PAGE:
Sample Mid-Term Exam Solutions

Problem 1

The PARTITION problem is defined as follows: The input is a list L of numbers. The output is either (A) a partition of L into two sets U and V such that the sum of the elements is U is equal to the sum of the elements in V (and therefore equal to half the sum of the elements in L); or (B) the statement that no such partition exists.

For example, given the input [1, 4, 6, 14, 17, 20] the output could be {1, 4, 6, 20}, {14, 17}, since both partitions add up to 31. Given the input [3, 4, 6, 14, 17, 20] the output would be "FALSE" since no such partition exists. Consider the following solution to this problem using state space search: Let M = the sum of the elements in L.

Problem 2

Show the result of carrying out alpha-beta pruning on the game tree shown below.

Problem 3

Convert the following sentence to CNF:
(P <=> Q) => R.
Answer: Going through the important intermediate steps.
[(P => Q) ^ (Q => P)] => R
~[(~P V Q) ^ (~Q V P)] V R
[(P ^ ~Q) V (Q ^ ~P)] V R.
Finally, one attains four clauses
1. P V ~P V R
2. P V ~Q V R
3  Q V ~P V R
4. Q V ~Q V R.
But clauses (1) and (4) are tautologies (true for all valuations, since they have a literal and its negation) and therefore can be dropped.

Problem 4

Trace the workings of the Davis-Putnam procedure on the set of clauses.
1. ~P V Q V R
2. P V ~Q
3. P V ~R
4. ~P V ~Q V S
5. ~Q V R V ~S
6. ~R V ~S
7. ~A V P.
8. ~A V R.
Step 1: ~A is a pure literal. Set A=FALSE. Delete 7 and 8.

Set S1:

1. ~P V Q V R
2. P V ~Q
3. P V ~R
4. ~P V ~Q V S
5. ~Q V R V ~S
6. ~R V ~S
Step 2: No singleton clauses, no pure literals. Try P=TRUE. Delete clauses 2 and 3, delete ~P from 1 and 4.

Set S2:

1. Q V R
4. ~Q V S
5. ~Q V R V ~S
6. ~R V ~S
Step 3: No singleton clauses, no pure literals. Try Q=TRUE. Delete clause 1, delete ~Q from 4 and 5.

Set S3:

4. S
5. R V ~S
6. ~R V ~S
Step 4: 4 is a singleton clause. Set S=TRUE. Delete clause 4, delete ~S from 5 and 6.
5. R
6. ~R
Step 5: 5 is a singleton clause. Set R=TRUE. Delete clause 5, delete ~R from clause 6.

Step 6: 6 is now the empty clause. Fail. Go back to step 3, set S2. Try Q=FALSE. Delete clauses 4, 5. Delete Q from 1.

Set S4.

1. R
6. ~R V ~S
Step 7: 1 is a singleton clause set R=TRUE. Delete clause 1. Delete ~R from 6.
6. ~S.
Step 8: 6 is a singleton clause. Set S=FALSE. Delete 6.

There are now no clauses left, so succeed. Return the current valuation: A=FALSE, P=TRUE, Q=FALSE, R=TRUE, S=FALSE.

Problem 5

Let G be an undirected graph. An independent set in G is a set of vertices Z such that no two vertices I,J in Z are connected by an edge. For instance, in the graph shown below, the set { E,F,H } is an independent set because the graph does not contain any of the edges EF, EH, or FH.

The INDEPENDENT SET problem is, given a graph G and an integer K, find an independent set in G of size K.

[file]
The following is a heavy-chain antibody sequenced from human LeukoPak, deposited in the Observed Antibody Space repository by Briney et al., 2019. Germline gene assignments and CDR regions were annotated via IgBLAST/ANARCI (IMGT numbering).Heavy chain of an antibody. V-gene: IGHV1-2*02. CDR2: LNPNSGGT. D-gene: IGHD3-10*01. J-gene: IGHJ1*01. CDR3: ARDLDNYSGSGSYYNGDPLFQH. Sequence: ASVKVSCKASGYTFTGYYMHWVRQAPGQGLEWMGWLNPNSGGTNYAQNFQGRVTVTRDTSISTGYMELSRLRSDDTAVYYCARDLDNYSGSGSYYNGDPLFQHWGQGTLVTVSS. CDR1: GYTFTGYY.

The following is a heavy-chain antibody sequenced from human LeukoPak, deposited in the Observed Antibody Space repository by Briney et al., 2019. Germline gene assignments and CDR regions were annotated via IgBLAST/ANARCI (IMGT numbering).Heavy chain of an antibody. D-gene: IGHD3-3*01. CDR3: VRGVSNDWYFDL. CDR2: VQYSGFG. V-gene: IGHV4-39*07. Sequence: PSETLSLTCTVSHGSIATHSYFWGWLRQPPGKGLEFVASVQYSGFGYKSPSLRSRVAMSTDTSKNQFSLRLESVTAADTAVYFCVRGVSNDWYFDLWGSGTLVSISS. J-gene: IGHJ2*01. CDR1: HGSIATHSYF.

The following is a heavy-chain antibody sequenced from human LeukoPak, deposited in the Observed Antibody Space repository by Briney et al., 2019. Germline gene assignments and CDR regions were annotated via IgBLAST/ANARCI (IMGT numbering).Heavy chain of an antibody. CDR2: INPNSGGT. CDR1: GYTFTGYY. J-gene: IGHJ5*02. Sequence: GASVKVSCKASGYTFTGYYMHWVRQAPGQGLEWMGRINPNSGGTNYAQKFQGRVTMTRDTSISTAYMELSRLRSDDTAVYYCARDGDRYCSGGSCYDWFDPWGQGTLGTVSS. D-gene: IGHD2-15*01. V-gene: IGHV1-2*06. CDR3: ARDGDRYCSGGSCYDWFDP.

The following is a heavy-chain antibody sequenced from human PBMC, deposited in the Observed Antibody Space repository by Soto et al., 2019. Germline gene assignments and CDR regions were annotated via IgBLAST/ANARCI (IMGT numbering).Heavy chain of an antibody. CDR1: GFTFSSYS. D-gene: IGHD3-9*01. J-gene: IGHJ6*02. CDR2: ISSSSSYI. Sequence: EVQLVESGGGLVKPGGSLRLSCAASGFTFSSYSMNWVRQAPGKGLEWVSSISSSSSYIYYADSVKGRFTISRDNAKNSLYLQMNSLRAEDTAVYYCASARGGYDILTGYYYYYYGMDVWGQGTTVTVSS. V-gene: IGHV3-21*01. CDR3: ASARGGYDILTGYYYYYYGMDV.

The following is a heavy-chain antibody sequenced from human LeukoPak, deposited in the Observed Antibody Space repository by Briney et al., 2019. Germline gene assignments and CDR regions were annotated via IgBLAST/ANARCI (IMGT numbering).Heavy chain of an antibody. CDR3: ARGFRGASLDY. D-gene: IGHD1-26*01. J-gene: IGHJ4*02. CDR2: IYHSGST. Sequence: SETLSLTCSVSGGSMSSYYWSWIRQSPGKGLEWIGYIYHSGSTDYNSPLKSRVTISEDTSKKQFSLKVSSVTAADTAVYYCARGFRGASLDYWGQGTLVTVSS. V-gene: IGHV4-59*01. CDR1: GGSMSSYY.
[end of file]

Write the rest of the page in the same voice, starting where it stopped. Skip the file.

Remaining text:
An instance of the INDEPENDENT SET problem can be translated into propositional satisfiability as follows: For each vertex V and for each integer I=1 .. K, define the atom V_I to be the assertion that V is the Ith vertex, alphabetically, in the set Z. Define the atom V_in to be the assertion that V is in the set Z. One then needs the following four types of constraints:

  1. V is in Z if and only if V is the Ith vertex in Z for some value of I.
  2. For I > 1, if V is the Ith vertex in Z then one of the vertices alphabetically before V is the (I-1)st vertex in Z. (If V is the first vertex alphabetically in G, then this amounts to the statement that V is not the second or third or fourth ... or Kth vertex in Z.)
  3. If U and V are connected in G then U and V are not both in Z.
  4. Some vertex is the Kth vertex in Z.
Give one instance of each of these four types of constraints that would be generated for the above graph with K=3.

1. A_in <=> A_1 V A_2 V A_3.
2. C_2 => A_1 V B_1
3. ~(A_in ^ D_in).
4. A_2 V B_2 V C_2 V D_2 V E_2 V F_2 V G_2 V H_2
(There are many possible answers.)

Problem 6

Let D be a domain of geographical regions. Let L be a first-order language over D with the following primitives.
p(X,Y) --- Predicate. X is part of Y.
b(X,Y) --- Predicate. X borders Y.
ci(X) --- Predicate. X is a city.
co(X) --- Predicate. X is a country.
ll(X) --- Predicate. X is landlocked
s(X) --- Predicate. X is a sea.
paris, portugal, europe --- Constants.

Express the following sentences in L:
A. Every city is part of some country
Answer: forall(X) ci(X) => exists(Y) co(Y) ^ p(X,Y).
B. No city is part of any sea.
Answer: ~[exists(X,Y) ci(X) ^ s(Y) ^ p(X,Y).]
C. A region is landlocked if and only if it does not border any sea.
Answer: forall(X) ll(X) <=> ~(exists(Y) s(Y) ^ b(X,Y)).
D. There exists a country that contains every city that borders Paris.
Answer: exists(X) co(X) ^ [forall(Y) ci(Y) ^ b(Y,paris) => p(Y,X)].
E. There is at least one landlocked country in Europe.
Answer: exists(X) co(X) ^ ll(X) ^ p(X,europe).
F. Portugal does not border any landlocked countries.
Answer: ~[exists(X) ll(X) ^ co(X) ^ b(portugal,X)]